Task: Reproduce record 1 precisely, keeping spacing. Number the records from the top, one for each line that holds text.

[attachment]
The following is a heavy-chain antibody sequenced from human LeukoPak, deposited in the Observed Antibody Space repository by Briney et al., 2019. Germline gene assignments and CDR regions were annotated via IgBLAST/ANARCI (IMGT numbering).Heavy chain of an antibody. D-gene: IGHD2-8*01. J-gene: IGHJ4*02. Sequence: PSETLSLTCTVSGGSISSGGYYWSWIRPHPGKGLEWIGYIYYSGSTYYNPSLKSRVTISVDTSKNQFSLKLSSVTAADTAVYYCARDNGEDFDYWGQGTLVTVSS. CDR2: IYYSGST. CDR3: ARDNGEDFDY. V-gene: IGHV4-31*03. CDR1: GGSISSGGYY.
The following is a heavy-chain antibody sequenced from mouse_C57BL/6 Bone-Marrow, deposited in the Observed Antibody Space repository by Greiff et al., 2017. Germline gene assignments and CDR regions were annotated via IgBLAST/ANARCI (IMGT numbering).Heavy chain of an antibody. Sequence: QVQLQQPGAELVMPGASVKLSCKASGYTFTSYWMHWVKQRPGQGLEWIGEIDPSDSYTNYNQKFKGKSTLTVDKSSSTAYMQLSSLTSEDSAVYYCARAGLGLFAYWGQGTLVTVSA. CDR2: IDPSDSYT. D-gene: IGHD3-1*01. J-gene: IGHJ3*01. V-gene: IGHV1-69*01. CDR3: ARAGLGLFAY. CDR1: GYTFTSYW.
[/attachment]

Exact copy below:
The following is a heavy-chain antibody sequenced from human LeukoPak, deposited in the Observed Antibody Space repository by Briney et al., 2019. Germline gene assignments and CDR regions were annotated via IgBLAST/ANARCI (IMGT numbering).Heavy chain of an antibody. D-gene: IGHD2-8*01. J-gene: IGHJ4*02. Sequence: PSETLSLTCTVSGGSISSGGYYWSWIRPHPGKGLEWIGYIYYSGSTYYNPSLKSRVTISVDTSKNQFSLKLSSVTAADTAVYYCARDNGEDFDYWGQGTLVTVSS. CDR2: IYYSGST. CDR3: ARDNGEDFDY. V-gene: IGHV4-31*03. CDR1: GGSISSGGYY.